stronger in the higher degrees.
numerous lodge buildings throughout Sweden.
Most contain either a St John's lodge or a St John's and a St Andrew's
lodge, but only the Provincial Grand Lodge buildings have Chapter Lodges. The three lodges meet in separate halls,
since the physical design of the lodge rooms is different. In many places, there is no lodge building
(since these tend to be very expensive), and masons meet in fraternal
associations called brödraförengingar (‘brotherhood
clubs’). These perform a simplified
version of the masonic rituals, usually without degree workings; they need a
special permit to give degrees. Where
there is only a lower lodge, there is usually a brotherhood club for Brethren
of the higher degrees. In some regions,
lodges and/or brotherhood clubs meet in halls not owned by the Order, often
rented from the Oddfellows or some other reputable society.
be recommended by two faddrar
(sponsors, patrons and mentors), one of whom must hold at least the seventh
degree, and the other at least the third.
Applicants must be a minimum of 24 years old, Christian, and of good
repute. There is only one form of
accepted ritual for each degree, and deviations are not permitted. The degree workings were established in
1800, but the language of the rituals is from the 1700s, which gives a similar
impression to the workings of the New Zealand Constitution (the language of our
rituals is essentially that of 1813 or earlier, with Victorian interpolations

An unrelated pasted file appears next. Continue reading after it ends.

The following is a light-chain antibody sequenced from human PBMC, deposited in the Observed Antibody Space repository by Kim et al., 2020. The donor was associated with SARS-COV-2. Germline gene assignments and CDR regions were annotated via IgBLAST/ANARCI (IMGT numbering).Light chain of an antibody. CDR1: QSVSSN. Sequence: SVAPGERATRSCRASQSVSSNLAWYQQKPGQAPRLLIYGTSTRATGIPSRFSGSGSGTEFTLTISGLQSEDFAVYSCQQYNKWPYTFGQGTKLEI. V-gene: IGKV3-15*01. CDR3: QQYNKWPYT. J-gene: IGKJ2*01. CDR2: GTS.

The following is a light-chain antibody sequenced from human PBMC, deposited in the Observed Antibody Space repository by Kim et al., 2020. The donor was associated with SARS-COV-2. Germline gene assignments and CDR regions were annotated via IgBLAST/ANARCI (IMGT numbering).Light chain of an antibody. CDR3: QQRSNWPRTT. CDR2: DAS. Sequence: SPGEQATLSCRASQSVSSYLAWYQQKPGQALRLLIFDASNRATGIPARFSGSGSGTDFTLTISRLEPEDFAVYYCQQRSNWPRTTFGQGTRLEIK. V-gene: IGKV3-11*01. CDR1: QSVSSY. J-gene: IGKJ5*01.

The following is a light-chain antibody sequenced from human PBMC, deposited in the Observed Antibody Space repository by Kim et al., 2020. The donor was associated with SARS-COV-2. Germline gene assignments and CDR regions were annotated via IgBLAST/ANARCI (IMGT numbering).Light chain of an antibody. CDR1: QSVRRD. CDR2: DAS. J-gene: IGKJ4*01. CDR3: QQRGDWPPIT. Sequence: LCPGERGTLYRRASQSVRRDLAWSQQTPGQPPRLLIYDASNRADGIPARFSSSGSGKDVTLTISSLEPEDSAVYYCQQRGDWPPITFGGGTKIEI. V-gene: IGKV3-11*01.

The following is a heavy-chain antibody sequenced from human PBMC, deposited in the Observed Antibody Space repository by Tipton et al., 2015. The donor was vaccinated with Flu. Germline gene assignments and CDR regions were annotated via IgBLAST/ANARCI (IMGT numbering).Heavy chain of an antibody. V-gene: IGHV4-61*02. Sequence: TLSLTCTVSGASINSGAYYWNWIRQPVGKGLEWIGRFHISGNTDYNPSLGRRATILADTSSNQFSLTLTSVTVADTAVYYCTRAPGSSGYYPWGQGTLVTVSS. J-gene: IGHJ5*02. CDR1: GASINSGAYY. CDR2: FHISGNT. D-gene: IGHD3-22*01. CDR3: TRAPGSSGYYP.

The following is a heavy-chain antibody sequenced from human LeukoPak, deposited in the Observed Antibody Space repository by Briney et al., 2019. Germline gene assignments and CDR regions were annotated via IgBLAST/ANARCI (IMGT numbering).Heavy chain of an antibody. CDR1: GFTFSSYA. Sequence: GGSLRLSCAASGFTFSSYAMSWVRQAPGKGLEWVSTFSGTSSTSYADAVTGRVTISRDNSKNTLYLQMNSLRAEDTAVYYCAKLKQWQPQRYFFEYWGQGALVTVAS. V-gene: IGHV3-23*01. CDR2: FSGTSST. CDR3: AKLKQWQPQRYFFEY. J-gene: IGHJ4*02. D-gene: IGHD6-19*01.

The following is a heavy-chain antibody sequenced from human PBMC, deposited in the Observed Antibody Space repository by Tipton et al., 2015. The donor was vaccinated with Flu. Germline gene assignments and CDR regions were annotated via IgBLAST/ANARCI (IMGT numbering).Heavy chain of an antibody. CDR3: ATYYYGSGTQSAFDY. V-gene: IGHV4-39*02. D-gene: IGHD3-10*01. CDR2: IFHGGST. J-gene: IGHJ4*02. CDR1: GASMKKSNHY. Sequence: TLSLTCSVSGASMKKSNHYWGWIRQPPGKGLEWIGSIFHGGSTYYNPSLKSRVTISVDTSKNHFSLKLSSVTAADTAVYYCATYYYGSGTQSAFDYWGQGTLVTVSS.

Members do not,
as a rule, remain members of a St. John’s Lodge when they move on to a St.
Andrew’s Lodge. When a Master Mason is elevated to the IVth/Vth
degree, a ‘letter of transport’ is sent to the St Andrew's Lodge of his
choice. He ceases to be a member of his
Craft Lodge and pays all dues to the St Andrew's Lodge. The same thing happens on passage from St
Andrew’s to Chapter Lodge. Since this
is not international standard, some Brethren have asked for a reform so that
they can remain members of their Craft Lodge.
This request is currently under consideration.
one degree to the next is far from automatic.
A Brother has not only to be regular in attendance, he has to give proof
of his proficiency and of his knowledge of Freemasonry. Advancement proceeds according to a fixed
set of rules with a minimum required time in each degree, a minimum number of
visits in that degree, and certain other requirements. A Brother does not petition for advancement:
when the requirements are met, the Worshipful Master and Deputy Masters
of his lodge petition for him. Brothers
are expected to advance when summoned to receive a higher degree. The XIth degree is an honorary
degree conferred on a maximum of 80 Xth degree Brothers.
The Swedish rite